Non-Emissive Air-Band Receiver (Implementation & Use)

I threw this receiver together the day before I left for the United States for a months holiday. It is anything but physically elegant, I half expected it to be confiscated by TSA so I did not spend a lot of time on making it pretty.

The Passive Air-Band Receiver

The circuit is only superficially different to Charles Wenzel's original design. The major departure from Charles' implementation is the use of the main tank inductor as a loop antenna. A stiff piece of ECW is used to create a 50 mm diameter loop, which is both the receiver antenna and the tuned circuit providing the receiver selectivity. In this way it is somewhat similar to my VHF Wavemeter, but the detector circuit is an AF amplifier and the cross-section of the loop is larger to intercept more RF.

Passive Air-Band Receiver Circuit Diagram

Construction centred around the physical bulk of the polyvaricon tuning capacitor, the loop antenna, and the 9 volt battery power supply. The small centre-off switch selects between bands. One band tunes 32.7 - 126 MHz, the other a narrow range of interest in the Air Band, 121 - 133 MHz. In the centre "off" position the loop acts as a short-range magnetic probe for RF with sensitivity increasing rapidly with frequency (the loop inductance is quite small) - in this mode the device is essentially Charles' Amazing All Band Receiver.

Passive Air-Band Receiver Construction Details

The receiver selectivity is so poor tuning can be quite imprecise. This is actually a benefit in practical use, allowing sloppy tuning while searching for signals. In practice the only signals you hear on board an aircraft are transmissions from the aircraft which hop around in frequency. I did on occasion hear other aircraft on the ground or the tower, but the signals were quite weak, the receiver is not very sensitive. That said, on the broad tuning band I can hear FM and TV stations quite clearly at home - a high signal area.

In-Flight Experience

On the international flight from Australia to the US I heard very little. Once over the pacific VHF is basically not used until shortly before landfall in the US. I did hear the push-back, taxi, and take-off clearance acknowledgements, and once in the air a few other transmissions before leaving Sydney's controlled airspace. Similarly on arrival in the US I heard the pilot contact the approach controller, get talked down through the busy LAX airspace and once landed heard the instructions to wait for towing to the gate. Sydney security didn't even bat an eyelid about the device, it just went straight through the carry on x-ray scanner. On the aircraft the crew and passengers ignored it, but I didn't exactly wave it around nor try to hide it either.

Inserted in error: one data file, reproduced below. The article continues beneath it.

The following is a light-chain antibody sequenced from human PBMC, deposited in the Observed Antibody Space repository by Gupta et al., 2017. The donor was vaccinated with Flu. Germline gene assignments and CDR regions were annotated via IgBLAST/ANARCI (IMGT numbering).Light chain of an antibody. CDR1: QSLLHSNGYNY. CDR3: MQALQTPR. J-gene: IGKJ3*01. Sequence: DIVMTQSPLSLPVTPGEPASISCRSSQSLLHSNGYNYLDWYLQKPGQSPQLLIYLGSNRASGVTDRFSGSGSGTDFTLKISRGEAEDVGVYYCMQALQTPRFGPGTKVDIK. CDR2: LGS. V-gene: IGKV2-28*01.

The domestic flight from LAX to Boston was more interesting. Over land the pilot is continously contacting different airspace controllers and moves around in frequency quite a lot. We had to fly around a massive storm system and deep into Canadian airspace, changing flight level many times, it is quite interesting hearing the pilot request course and level changes to avoid storms or take advantage of jet streams. It is an extra window on the whole flight experience. Once upon a time there was an in-flight entertainment channel for this, but AFAIK no airline has this option any longer? Generally tuning coarsely to the "top" and "bottom" ends of the narrow range was sufficient to keep up with the pilot, even if you didn't hear what frequency he was acknowledging the QSY to. If the signal became weak (indicating the TX frequency was at the other end of the band from where I was tuned) you just racked the polyvaricon to the other end of the band. Yep, the selectivity is that hopeless you can hear the transmissions (weakly) even if completely mis-tuned by 10 MHz. Once again security couldn't care less about the unit. I had purchased a small (Pelican 1030) hard-shell case for the device in LA, bright yellow like a Civil Defence radiation meter. One humorous moment was hearing the pilot argue with the tower about how much fuel he was wasting while delayed on take-off.

On the flight back from Boston to LAX TSA did flag the device. I aroused their suspicion somewhat because I had a 800 ml dewer of drinking water with me that I forgot to tip out until right at the check-point. I also suspect the staff at Boston are somewhat more on the ball since the September 11 hijackers took off from there. The TSA lady asked me a few questions, I said I was an amateur radio operator, etc. When asked why I built such a device I answered simply "I am a geek." Apparently a good answer, I was allowed to continue on my way with my receiver. The in-flight reception was a little poorer this time, some broadband RFI from the entertainment system was more audible and the air band signal was a bit weaker in the particular seat I was in - still quite usable though.

The international flight from LAX to SYD was quite similar to the initial flight. No security dramas and no traffic once out over the pacific. The periodic data-bursts I could hear on all flights was somewhat louder on this flight. I assume this is ACARS? Oddly enough the voice transmissions were much weaker, perhaps they use different antennas and I was near a node in the RF pattern inside the airframe that the voice TRX antenna excites?

So, in summary a bit of geeky fun and no security dramas despite a quite conspicuous looking, clearly home-made device.


Parent article: Non-Emissive Airband Receiver.